Lawsuits by Yale faculty against Solomon Amendment survives hurdle
Facing the threat that Yale University might lose $300 million in federal contracts and financial assistance, its law school faculty voted in the fall of 2002 to allow military recruiters to have equal access to its campus. Until that time, the school had excluding the military because of its discriminatory policies toward openly gay and lesbian service members.
Students and faculty simultaneously called on the university to file a lawsuit challenging the constitutionality of the Solomon Amendment, the federal legislation that the Defense Department used to bully its way back onto the Yale campus, but the university refused.
So groups of students and faculty members, separately, filed their own lawsuits.
The government argued that only Yale University itself could bring a lawsuit to challenge the Solomon Amendment, contending that any interest the students and faculty members had in the issue was not direct enough to give them “standing,” a concept used to ensure that courts decide only real “cases and controversies” as the Constitution requires.
Hall found that both groups of plaintiffs did have a personal stake, and that both cases raised valid constitutional issues. She also found that the dispute was “ripe” for judicial resolution, contrary to the government’s argument that because the Defense Department hadn’t moved to end Yale’s federal money, there was not yet a dispute to be resolved.
The student lawsuit was filed by two organizations: Student/ Faculty Alliance for Military Equality, and Outlaws, a group specifically formed to join the lawsuit. The faculty lawsuit enlisted 44 law school professors.
The students claimed that the Defense Department threat to cut off funding violates the students’ First Amendment rights of expressive association by forcing them to be part of an institution sending a message of anti-gay discrimination, and similarly that the Solomon Amendment is an unconstitutional form of viewpoint discrimination. The students also argued a violation of their rights to equal protection of the laws guaranteed by the Fifth Amendment. The faculty also made First Amendment free speech, associational, and equal protection claims.
Hall found that the faculty members could make the First Amendment association claim, but not the students.
“The principles of the ‘association’ that is Yale Law School are set by the faculty,” she wrote, “and can change at any time. While the students, as they allege, may have chosen YLS because of its non-discriminatory principles, they have not alleged that they have an institutional voice in how those principles are set or maintained.”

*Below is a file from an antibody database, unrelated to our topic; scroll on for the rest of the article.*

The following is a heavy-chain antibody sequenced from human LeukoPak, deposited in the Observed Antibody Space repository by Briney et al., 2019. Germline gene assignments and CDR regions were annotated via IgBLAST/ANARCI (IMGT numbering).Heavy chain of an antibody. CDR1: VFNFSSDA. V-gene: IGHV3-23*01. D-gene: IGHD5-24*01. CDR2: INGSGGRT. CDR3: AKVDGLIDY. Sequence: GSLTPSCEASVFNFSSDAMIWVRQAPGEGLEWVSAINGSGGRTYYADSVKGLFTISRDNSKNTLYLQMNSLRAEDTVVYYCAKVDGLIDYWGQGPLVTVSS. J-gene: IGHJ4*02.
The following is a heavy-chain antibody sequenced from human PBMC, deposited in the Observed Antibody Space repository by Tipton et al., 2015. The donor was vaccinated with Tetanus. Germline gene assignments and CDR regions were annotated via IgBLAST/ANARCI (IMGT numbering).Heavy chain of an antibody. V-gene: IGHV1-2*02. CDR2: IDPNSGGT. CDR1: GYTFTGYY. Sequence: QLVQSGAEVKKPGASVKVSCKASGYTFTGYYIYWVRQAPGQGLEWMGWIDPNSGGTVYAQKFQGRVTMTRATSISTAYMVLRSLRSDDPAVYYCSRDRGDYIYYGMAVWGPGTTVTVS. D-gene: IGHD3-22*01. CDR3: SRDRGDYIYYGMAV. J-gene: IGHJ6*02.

Hall also found that the students’ viewpoint discrimination claim suffered a similar defect and had to be dismissed.
But, in the separate opinion concerning the faculty lawsuit, Hall upheld the faculty’s association and viewpoint discrimination claims precisely on this point—that the faculty’s vote to let the military on campus was compelled by the government’s threat to withhold funding.
Hall found the students should be allowed to pursue a different First Amendment claim, as consumers of the university’s non-discrimination message.
“The students have alleged that they are recipients of the faculty’s message, through the non-discrimination policy, that discrimination against gays and lesbians is wrong and will not be tolerated within the law school community, and that, but for the Solomon Amendment and the defendant’s application of it, they would receive that message,” she wrote. “They thus have standing to pursue this claim.”
Hall also found that the students could assert their equal protection claim, though she raised cautions about its prospects for success.
“The plaintiffs allege that, due to the defendant’s actions, their student members have suffered the personal injury of being subject to the repeal of the non-discrimination policy as to them only, and that these actions are ‘arbitrary,’ unrelated to any legitimate governmental objective,” she wrote. “The court notes that the Second Circuit has held the ‘Don’t Ask Don’t Tell’ policy to be constitutional, making the plaintiffs’ claim that recruiting functions associated with the policy are unconstitutional dubious at best. However, courts must be cautious not to confuse the merits of a claim with a plaintiff’s standing to assert it.”
Hall rejected the government’s contention that the case was not “ripe” for litigation, another part of the standing requirement.
“This controversy, as it exists today, is the culmination of years of discussions and conflict between the Dof D and Yale Law School,” she wrote, also finding that Department of Defense ’s actions had “worked ‘substantial hardship’ on the plaintiffs and will continue to do so if judicial review is withheld,” since the law school faculty was forced to rescind its non-discrimination policy in the face of a substantial economic threat.
Hall’s opinions do not decide the ultimate merits of the cases yet to be litigated, but having survived the initial procedural hurdles, the plaintiffs are now in a position to require the government to file a substantive answer to their complaints.